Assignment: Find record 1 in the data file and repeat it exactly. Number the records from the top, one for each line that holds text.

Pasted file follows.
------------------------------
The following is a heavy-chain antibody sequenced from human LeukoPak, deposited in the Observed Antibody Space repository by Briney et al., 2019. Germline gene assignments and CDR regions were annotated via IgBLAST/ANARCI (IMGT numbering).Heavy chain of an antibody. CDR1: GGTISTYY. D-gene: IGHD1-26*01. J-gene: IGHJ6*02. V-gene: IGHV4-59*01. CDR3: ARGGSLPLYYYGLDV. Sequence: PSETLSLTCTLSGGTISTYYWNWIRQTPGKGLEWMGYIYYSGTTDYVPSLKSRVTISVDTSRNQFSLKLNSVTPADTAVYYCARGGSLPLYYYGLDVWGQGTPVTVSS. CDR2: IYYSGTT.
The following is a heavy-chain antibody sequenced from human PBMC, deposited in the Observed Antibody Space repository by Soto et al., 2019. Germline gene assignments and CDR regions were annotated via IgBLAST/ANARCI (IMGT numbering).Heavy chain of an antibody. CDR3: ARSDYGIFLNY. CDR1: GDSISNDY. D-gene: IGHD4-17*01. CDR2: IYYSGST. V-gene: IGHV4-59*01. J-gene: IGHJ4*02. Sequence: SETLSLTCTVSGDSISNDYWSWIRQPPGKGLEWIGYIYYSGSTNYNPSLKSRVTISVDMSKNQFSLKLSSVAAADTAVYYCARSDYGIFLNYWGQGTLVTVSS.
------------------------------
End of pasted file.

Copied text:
The following is a heavy-chain antibody sequenced from human LeukoPak, deposited in the Observed Antibody Space repository by Briney et al., 2019. Germline gene assignments and CDR regions were annotated via IgBLAST/ANARCI (IMGT numbering).Heavy chain of an antibody. CDR1: GGTISTYY. D-gene: IGHD1-26*01. J-gene: IGHJ6*02. V-gene: IGHV4-59*01. CDR3: ARGGSLPLYYYGLDV. Sequence: PSETLSLTCTLSGGTISTYYWNWIRQTPGKGLEWMGYIYYSGTTDYVPSLKSRVTISVDTSRNQFSLKLNSVTPADTAVYYCARGGSLPLYYYGLDVWGQGTPVTVSS. CDR2: IYYSGTT.